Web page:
Dr. Rita Colwell
Mr. Chairman, Senator Mikulski, members of the subcommittee, thank you for allowing me the opportunity to testify on NSF's budget request for Fiscal Year 2001. I want to begin by thanking you and the subcommittee for your consistent, bipartisan support for NSF's science and engineering activities.
The FY 2001 budget request for the National Science Foundation if enacted, would provide the largest dollar increase the Foundation has ever received. This investment will help set the stage for a new century of progress through learning and discovery.
For the coming fiscal year, the NSF requests $4.57 billion dollars. This represents a much needed increase - 17.3% overall -- over $675 million above the current level. This investment is part of the President's 21st Century Research Fund for America, and it is all about keeping the United States at the leading edge of learning and discovery.
The headliners in NSF's 2001 request are four focused, multidisciplinary initiatives. In fact, they are really national priorities: Information Technology Research, Biocomplexity, 21st Century Workforce and the emergent National Nanoscale Science and Engineering Initiative.
Each initiative integrates research across the disciplines of science, engineering and mathematics. Solving many of the challenges facing our society will require more than individual discoveries. It will require the integration of knowledge from all disciplines.
Biocomplexity - for example - seeks no less than a more complete understanding of our complex world and its interactions - physical, biological and social.
In describing these interactions, I am reminded of the words of the naturalist John Muir. He wrote:
"When we try to pick out anything by itself, we find it hitched to everything else in the universe."
Up to now, we have sought understanding by taking things apart into their components. Now, at last, we begin to map out the interplay between the parts of complex systems.
One especially promising area in Biocomplexity is the study of the Earth's crust as a habitat for micro-organisms.
To illustrate this I would like take us on a very brief journey by video to the depths of the sea floor.
The footage we will see was taken with an IMAX camera from inside the submersible Alvin. NSF has long supported Alvin, and we also helped to support this filming.
Not yet seen by the public, this footage is part of a proposed film about deep-sea hydrothermal vents being produced by Stephen Low Productions in collaboration with the Rutgers Institute of Marine and Coastal Sciences and Woods Hole Oceanographic Institution.
It was shot at a deep-sea vent called "9 Degrees North" in the Pacific Ocean south of Mexico. The film will bring the astonishing life of the vents to millions of people who will never be able to descend in a submarine.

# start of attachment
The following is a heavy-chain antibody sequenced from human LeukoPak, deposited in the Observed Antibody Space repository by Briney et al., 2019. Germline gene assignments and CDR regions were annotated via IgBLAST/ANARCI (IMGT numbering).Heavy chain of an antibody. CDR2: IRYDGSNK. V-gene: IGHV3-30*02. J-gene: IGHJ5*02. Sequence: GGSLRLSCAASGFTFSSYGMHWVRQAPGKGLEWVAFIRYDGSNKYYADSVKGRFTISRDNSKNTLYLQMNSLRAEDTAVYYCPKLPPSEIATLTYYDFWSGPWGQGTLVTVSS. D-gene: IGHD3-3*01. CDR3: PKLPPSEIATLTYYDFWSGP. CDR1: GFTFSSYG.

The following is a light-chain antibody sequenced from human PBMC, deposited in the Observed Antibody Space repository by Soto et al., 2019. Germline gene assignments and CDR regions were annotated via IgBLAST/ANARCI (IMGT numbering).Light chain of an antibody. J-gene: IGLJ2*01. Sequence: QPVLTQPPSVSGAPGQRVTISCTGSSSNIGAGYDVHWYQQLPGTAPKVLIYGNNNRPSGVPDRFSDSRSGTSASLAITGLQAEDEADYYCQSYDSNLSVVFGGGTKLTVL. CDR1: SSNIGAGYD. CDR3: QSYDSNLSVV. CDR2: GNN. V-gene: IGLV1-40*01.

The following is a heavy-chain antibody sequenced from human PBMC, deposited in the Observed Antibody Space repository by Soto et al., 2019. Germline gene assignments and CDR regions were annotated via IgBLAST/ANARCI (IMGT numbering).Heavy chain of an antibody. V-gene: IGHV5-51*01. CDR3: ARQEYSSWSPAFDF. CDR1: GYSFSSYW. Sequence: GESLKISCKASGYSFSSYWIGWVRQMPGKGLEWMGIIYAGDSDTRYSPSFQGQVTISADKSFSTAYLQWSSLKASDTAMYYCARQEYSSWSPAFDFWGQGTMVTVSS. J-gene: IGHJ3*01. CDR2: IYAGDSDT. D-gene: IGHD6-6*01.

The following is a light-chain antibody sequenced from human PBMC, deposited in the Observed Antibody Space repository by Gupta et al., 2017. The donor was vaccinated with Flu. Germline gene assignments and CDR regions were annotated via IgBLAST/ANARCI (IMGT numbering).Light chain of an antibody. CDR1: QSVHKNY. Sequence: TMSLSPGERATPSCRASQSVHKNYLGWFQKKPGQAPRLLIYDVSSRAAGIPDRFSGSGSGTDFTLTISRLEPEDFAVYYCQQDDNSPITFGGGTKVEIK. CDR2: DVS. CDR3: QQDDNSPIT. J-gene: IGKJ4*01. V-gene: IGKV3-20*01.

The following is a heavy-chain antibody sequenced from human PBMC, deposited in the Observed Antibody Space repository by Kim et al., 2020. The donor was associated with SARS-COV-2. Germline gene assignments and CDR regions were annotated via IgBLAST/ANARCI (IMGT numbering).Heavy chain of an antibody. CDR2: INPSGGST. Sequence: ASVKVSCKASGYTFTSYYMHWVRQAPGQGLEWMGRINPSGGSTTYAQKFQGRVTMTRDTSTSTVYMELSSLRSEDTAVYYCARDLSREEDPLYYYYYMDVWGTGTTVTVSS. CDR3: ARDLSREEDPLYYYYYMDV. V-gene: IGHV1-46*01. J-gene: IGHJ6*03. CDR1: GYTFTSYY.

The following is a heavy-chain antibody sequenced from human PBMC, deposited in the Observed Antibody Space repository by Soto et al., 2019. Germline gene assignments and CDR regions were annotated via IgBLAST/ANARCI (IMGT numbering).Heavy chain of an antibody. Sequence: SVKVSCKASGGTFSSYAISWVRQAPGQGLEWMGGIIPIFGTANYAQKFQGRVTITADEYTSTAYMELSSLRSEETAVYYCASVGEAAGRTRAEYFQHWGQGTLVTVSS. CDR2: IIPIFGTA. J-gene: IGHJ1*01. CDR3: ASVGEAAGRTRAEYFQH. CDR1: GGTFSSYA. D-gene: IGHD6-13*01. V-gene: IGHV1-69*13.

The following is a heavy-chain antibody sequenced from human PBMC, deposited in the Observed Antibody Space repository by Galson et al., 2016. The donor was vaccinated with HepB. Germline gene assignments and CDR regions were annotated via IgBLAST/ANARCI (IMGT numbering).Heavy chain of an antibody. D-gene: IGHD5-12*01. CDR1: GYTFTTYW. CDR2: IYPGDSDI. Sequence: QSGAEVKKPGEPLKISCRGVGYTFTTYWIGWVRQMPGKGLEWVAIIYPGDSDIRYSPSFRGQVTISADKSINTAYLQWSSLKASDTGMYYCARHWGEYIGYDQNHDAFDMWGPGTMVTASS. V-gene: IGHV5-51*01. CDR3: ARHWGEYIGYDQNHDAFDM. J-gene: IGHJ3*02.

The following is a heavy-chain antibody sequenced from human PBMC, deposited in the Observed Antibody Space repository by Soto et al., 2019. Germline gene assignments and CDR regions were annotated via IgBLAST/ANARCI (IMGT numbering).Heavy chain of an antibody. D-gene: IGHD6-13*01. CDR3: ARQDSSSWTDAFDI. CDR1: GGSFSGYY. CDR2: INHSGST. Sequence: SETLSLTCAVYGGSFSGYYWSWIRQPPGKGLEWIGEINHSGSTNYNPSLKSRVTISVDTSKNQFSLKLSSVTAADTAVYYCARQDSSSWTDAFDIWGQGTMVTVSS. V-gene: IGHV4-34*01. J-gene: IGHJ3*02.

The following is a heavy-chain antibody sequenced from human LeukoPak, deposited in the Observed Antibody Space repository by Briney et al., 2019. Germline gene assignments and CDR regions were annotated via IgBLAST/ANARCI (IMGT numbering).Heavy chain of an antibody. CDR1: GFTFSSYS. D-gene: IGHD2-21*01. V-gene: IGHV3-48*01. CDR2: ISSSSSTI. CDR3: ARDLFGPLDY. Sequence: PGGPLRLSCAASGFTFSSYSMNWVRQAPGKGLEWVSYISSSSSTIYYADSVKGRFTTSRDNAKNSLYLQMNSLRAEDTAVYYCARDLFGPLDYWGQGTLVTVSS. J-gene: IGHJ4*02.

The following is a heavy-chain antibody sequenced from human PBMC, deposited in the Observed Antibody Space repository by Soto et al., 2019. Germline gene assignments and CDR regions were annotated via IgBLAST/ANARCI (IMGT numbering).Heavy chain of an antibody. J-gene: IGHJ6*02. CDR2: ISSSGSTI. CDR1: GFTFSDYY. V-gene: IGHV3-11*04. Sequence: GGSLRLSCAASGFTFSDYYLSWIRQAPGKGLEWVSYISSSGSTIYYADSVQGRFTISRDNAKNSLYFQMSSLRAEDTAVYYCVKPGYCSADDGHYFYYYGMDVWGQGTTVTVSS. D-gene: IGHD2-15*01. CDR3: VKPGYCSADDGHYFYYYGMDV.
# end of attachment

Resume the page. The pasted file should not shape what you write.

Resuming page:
We will see features called "black smokers"-the mineralized chimneys that tower above the communities of life at hydrothermal vents.
The mouths of the vents spew forth boiling water full of chemicals. Such conditions are obviously toxic to humans and to most other life-forms.
We first discovered these communities some two decades ago but we are only beginning to unlock their secrets. The list of described species inhabiting vents now tops 300. All living in the depths without photosynthesis.
Instead of using the sun's energy, they employ chemosynthesis to oxidize the hydrogen sulfide emerging from the vents.
[black smoker footage]
To me the black smokers we have just seen are not only metaphorical but literal wellsprings of discovery. There are even suggestions that these springs could have been the birthplace of all life on Earth.
Back at the Earth's surface, I'd like to move to another origin, the beginning of NSF. Fifty years ago this month - May 10th, 1950 to be exact - President Truman signed S. 247 - the act that established the NSF.
Our nation's commitment to science, engineering and education did not begin in 1950. This commitment can be seen from the very beginning of the nation. The motto on America's first coin for example - minted in 1792 - read: Liberty: Parent of Science and Industry.
That motto has just as much meaning today - in the 21st century - as it did in 1792, in an era before the advent of the steam engine. Individual scientists and engineers - supported by NSF and other federal agencies - are using their talent and their freedom to create, discover, and innovate.
Increasingly these scientists and engineers, and perhaps even more important their students - are also making the jump to the private sector.
This transfer to the private sector of people - first supported by NSF at universities - should be viewed as the ultimate success of technology transfer. These talented scientists and engineers are part of the new wave of entrepreneurs creating enormous wealth in areas like information technology, biotechnology, and now in nanotechnology.